Program

SY8-2

Endothelial progenitor cells secretome as mediator of oligovascular remodeling

[Speaker] Anna Rosell:1
[Co-author] Takakuni Maki:2, Anna Morancho:1, Kazuhide Hayakawa:2, Alba Grayston:1, Joan Montaner:1, Eng H Lo:2, Ken Arai:2
1:Vall d'Hebron Research Institute, Spain, 2:Massachusetts General Hospital and Harvard Medical School, USA

EPCs are bone-marrow derived cells capable of differentiating ex vivo into endothelial-like cells becoming a model for endothelial generation and vascular repair. It is also accepted that EPCs can be incorporated into neovessels and their restorative actions on vascular remodeling have been widely reported in vivo in stroke models or traumatic brain injury.
At the same time, several nourishing factors have been reported to modulate EPCs function (such as VEGF or HMGB1), whereas other studies have demonstrated the benefit of factors secreted by EPCs (such as VEGF or HGF). In this regard, EPCs secretome mediates multiple cell-cell interactions playing a pivotal role to achieve brain remodeling including angiogenesis, neurogenesis or oligodendrogenesis in a whole neurorepair niche, in which other types of cells such as neurons, astrocytes, endothelial cells, pericytes and neural progenitor cells are comprised. More specifically the secretome of EPCs is known to stimulate endothelial cell migration, growth and function, to protect from axonal degeneration in cultured cortical neurons exposed to oxygen-glucose deprivation or promote tissue revascularization and recovery in ischemic tissues.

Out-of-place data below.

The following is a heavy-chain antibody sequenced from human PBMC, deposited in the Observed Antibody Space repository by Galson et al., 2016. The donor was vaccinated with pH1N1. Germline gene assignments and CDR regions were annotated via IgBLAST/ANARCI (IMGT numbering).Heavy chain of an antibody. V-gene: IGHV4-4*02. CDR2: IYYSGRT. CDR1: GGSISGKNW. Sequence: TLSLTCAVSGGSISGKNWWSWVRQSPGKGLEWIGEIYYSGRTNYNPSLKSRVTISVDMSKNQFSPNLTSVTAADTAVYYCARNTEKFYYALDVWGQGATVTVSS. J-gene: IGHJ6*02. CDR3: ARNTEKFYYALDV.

In the context of white matter remodeling, an endogenous pool of oligodendrocyte precursor cells (OPCs) is widely distributed in the adult brain for physiological myelin renewal and for repair under pathological conditions. In demyelinating disorders, residual OPCs tend to proliferate and differentiate into oligodendrocytes to alleviate white matter damage, however, the regeneration of oligodendrocytes and myelin sheaths might fail. One therapeutic strategy to boost this oligovascular remodeling are cell-based therapies, including EPCs secretome. In this regard we have identified the presence of several trophic, proteolytic and signaling factors in the EPC-CM that support the therapeutic effects on white matter remodeling. By using a combination of in vitro culture systems and an in vivo mouse model of chronic cerebral hypoperfusion targeting white matter degeneration we asked whether EPC secretome could enhance oligovascular proliferation, maturation and repair in damaged white matter. Our results demonstrate that the treatment with the EPC secretome preserves cognitive function and enhances oligo-angiogenesis in the injured white matter.

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